Science and Technology

Helping mammals to produce both male and female offspring

The success of captive breeding programs around the world could be boosted by the work of University of Tasmania post-doctoral researcher Dr Amy Edwards.

Dr Edwards has discovered physiological changes caused by maternal stress can influence whether female offspring give birth to more males or females, thus enabling breeding programs to alter the sex allocation of mammal babies.

Dr Edwards – from the School of Biological Sciences – found exposing pregnant mice to a stress blocker made the female offspring more likely to produce female babies of their own, showing gestational experience alters sex allocation in the subsequent generation.

“We gave the drug at the time the stress pathway was being developed, and so we expect it may have physiologically altered the stress pathway in the babies,” Dr Edwards said.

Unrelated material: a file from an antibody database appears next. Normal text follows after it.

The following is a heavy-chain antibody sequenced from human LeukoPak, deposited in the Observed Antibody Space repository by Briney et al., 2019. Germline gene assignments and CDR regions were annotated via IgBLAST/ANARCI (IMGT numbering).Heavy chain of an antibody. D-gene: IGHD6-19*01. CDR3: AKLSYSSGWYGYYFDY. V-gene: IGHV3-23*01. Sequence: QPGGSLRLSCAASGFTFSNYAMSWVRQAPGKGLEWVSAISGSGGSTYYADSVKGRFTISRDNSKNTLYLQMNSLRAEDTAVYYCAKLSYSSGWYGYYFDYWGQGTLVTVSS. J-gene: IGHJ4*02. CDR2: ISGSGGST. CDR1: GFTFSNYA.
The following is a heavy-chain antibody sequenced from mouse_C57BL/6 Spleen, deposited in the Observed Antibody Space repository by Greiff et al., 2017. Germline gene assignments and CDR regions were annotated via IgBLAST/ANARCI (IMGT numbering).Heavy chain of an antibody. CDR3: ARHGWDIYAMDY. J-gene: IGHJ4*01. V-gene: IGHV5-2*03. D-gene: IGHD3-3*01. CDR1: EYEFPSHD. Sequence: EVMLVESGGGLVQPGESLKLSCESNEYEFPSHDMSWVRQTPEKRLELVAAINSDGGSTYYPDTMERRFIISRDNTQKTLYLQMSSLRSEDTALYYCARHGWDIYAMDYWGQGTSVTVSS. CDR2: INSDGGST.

“Once the babies are fully grown, we took one female and one male from each litter and tested their sex allocation to see if this physiological change influenced it or not.

“To test sex allocation in the females, we bred them and found those females who experienced the treatment gave birth to more daughters than those who weren’t treated.

“We believe the physiological changes we caused in these females is controlling whether they give birth to daughters or sons.

“To test sex allocation in the males, we extracted their sperm and looked at the sperm sex ratio. Because sperm production is not linked to stress like pregnancy is, we didn’t find any differences.

“We show the gestational environment results in female offspring whose physiology is altered to the extent that its affects her reproductive functioning as an adult.

“This could be quite important for management and breeding programs – as well as the livestock industry – which often have trouble with vastly differing ratios of male and female offspring.”

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